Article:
le Suroit

The French research vessel Le Suroit tied up in Ponta Delgada before the SIRENA Expedition. Click image for larger view.

Hydrophone gear

Hydrophone mooring gear lashed on deck before sailing, including float packages, reels of low-stretch line, and boxes containing acoustic releases. Click image for larger view.

Fin whales

Fin whales near spotted near the Azores. The whales were part of a group of 20 to 30 fin and blue whales. Click image for larger view.

Marine mammal observer Rita Bento "resting"

Marine mammal observer Rita Bento "resting" in the lab during the high seas. Click image for larger view.

Mission Log

May 25, 2002

Dr. Chris Fox

Principal Investigator
Sound in the Sea Project
NOAA/PMEL, Newport, Oregon

The 2002 season for Sound in the Sea has begun, and we face the same challenge that ocean explorers have faced throughout the centuries—foul weather! We are on the French research vessel, Le Suroit, which sailed from Ponta Delgada in the Portugese Azores on Saturday, May 18. We plan to deploy six underwater hydrophone moorings in the North Atlantic to explore the region acoustically.

Although not in the path of any large storm, the westerly winds have been sustained at 25-35 knots, building up seas of 5-8 meters. Le Suroit is relatively small (52 meters, or 160'), and we are being tossed about. Last night, we recorded a 35-degree roll. Despite the weather, we have succeeded in deploying three moorings, and are en route to the fourth site.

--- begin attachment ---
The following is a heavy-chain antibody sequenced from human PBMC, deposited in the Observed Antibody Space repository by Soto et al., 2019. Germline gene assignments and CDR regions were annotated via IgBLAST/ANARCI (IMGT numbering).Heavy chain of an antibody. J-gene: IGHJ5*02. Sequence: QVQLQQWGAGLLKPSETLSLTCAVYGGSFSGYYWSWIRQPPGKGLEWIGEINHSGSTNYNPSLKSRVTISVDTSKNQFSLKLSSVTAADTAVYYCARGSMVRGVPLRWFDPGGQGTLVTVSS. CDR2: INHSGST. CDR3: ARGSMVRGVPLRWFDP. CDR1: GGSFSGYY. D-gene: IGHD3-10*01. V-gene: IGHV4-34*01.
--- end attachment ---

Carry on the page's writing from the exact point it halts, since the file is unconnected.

As we sailed from the Azores, we spent a few hours mapping some of the volcanic features of the Azores using the ship's EM300 multibeam mapping sonar. Portugese geologists onboard have been compiling a map of the Azores using similar opportunities from other multibeam-capable vessels.

We also have been sighting marine mammals and encountered a large pod of mixed fin whales and blue whales near the Azores. Rita Bento, a student at the University of the Azores who has been working with Sound in the Sea, is on board to record such observations.

The team and the effort are truly international. The French government, through its ocean agency IFREMER, is providing all of the ship time and support. We have four French earth scientists on board, including Dr. Jean Goslin of the Universite de Bretagne Occidentale in Brest, who is our Chief Scientist for the mission. There are three technicians provided by IFREMER to operate the multibeam sonar.

Besides the three Portugese scientists already mentioned and myself (American), Dr. Haru Matsumoto from Japan is sailing with us and is our senior engineer.


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